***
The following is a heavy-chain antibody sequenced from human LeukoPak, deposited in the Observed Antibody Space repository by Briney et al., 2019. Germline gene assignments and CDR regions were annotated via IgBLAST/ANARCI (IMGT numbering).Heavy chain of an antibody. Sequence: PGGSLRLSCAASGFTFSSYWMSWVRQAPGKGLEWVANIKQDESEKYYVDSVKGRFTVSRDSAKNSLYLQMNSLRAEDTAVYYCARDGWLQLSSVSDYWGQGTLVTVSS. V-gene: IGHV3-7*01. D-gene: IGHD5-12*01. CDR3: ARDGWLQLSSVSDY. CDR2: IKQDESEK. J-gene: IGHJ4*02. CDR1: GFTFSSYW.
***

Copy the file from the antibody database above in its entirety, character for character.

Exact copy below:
The following is a heavy-chain antibody sequenced from human LeukoPak, deposited in the Observed Antibody Space repository by Briney et al., 2019. Germline gene assignments and CDR regions were annotated via IgBLAST/ANARCI (IMGT numbering).Heavy chain of an antibody. Sequence: PGGSLRLSCAASGFTFSSYWMSWVRQAPGKGLEWVANIKQDESEKYYVDSVKGRFTVSRDSAKNSLYLQMNSLRAEDTAVYYCARDGWLQLSSVSDYWGQGTLVTVSS. V-gene: IGHV3-7*01. D-gene: IGHD5-12*01. CDR3: ARDGWLQLSSVSDY. CDR2: IKQDESEK. J-gene: IGHJ4*02. CDR1: GFTFSSYW.